Your Babies #022: The baby in the mirror

Maciej & Ola sent us this video of their 4 month old baby Frederick seeing himself in the mirror for the first time. He’s not entirely sure what’s going on but he likes it! At four months old Frederick is too young to start to work out that the baby in the mirror is him. But he knows there is something unusual happening here.

To me it looks like Frederick keeps waiting for the baby to interact with him and then gets surprised by the synchrony. He won’t be consciously aware that this charming stranger is literally mirroring everything he does. But he is aware it is not the normal way things are. Turn taking is built into the foundations of all human interaction. Conversations and non-verbal interaction alternate between partners. Parents start doing this with their babies from the very beginning. It’s a subtle but ubiquitous feature of the world that even a four month old might have picked up on. So an interaction like this which breaks that rule must seem strange, but nice!

Although not all babies are so quick to accept this new phenomena..

Especially, when parents or passing psychologists play tricks on them.

The Baby in the Mirror is also the title of an excellent memoir of infancy by British developmental psychologist Charles Fernyhough. As suggested by it’s US title “A Thousand Days of Wonder”, it is a reflection on the first three years of the life of his daughter Athena. Fueled by his novelist’s power of description and parent’s pride, he poetically combines his scientist’s sense of wonder with her own insatiable childish curiosity. I can highly recommend it.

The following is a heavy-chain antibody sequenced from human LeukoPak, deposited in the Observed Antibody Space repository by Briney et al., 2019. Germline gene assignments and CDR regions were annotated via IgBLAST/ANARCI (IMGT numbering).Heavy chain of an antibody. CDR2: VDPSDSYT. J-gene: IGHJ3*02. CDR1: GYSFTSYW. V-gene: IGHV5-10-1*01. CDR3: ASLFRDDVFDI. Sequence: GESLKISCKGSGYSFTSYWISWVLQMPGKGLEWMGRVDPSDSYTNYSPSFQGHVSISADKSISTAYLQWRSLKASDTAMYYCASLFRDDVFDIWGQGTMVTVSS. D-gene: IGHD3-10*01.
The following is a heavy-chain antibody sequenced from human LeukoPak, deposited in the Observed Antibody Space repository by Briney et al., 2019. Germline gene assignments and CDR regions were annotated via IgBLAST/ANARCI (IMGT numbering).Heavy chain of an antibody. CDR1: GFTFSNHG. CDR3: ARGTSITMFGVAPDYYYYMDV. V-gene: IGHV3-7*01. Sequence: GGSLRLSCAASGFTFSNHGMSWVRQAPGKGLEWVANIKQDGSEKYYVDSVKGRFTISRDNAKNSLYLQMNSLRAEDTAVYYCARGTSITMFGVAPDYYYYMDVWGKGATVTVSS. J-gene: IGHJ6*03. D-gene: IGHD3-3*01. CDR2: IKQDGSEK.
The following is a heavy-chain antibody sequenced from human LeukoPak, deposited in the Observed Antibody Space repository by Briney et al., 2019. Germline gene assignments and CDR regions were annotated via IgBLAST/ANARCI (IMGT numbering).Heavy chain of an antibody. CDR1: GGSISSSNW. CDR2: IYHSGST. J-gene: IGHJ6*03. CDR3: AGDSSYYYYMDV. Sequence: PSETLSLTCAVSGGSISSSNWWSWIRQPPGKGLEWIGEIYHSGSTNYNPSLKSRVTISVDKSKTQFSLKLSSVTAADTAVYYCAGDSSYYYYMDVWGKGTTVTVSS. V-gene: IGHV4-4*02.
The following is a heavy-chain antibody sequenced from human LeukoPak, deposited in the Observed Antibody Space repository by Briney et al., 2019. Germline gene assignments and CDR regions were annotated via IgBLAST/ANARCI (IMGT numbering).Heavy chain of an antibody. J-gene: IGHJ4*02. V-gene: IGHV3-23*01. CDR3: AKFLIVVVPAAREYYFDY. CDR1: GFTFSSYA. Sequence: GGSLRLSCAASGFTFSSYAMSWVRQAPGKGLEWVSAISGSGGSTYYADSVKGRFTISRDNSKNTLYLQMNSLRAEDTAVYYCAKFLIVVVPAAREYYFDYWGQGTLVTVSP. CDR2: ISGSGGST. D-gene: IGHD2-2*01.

A baby in the mirror - Charles Fernyhough

Here’s a short extract about babies and mirrors:

Infants are fascinated by mirrors, of course. Charles Darwin noted that his baby son Doddy, at four and a half months, would repeatedly smile at his own reflection and that of his father, appearing to take them for separate beings. […] Doddy … would have had little in the way of self to be a stranger to. He wasn’t yet aware that he had one single, indivisible presence, and so he couldn’t have been surprised to see it multiplied in this way.

Two months later, Doddy’s understanding of mirrors had taken a step forward. Facing the mirror in front of his father, he now seemed to realise that his father’s reflection was connected to the person standing behind him. When Darwin made a face in the mirror, Doddy turned to look at the man, not at his reflection. We saw Athena doing something similar at the same age. […] She understood something about the mechanics of reflection, that what you see in the mirror si not just an extension of the world but a special version of it. She was far from having a full understanding of it, but the looking-glass world was becoming real.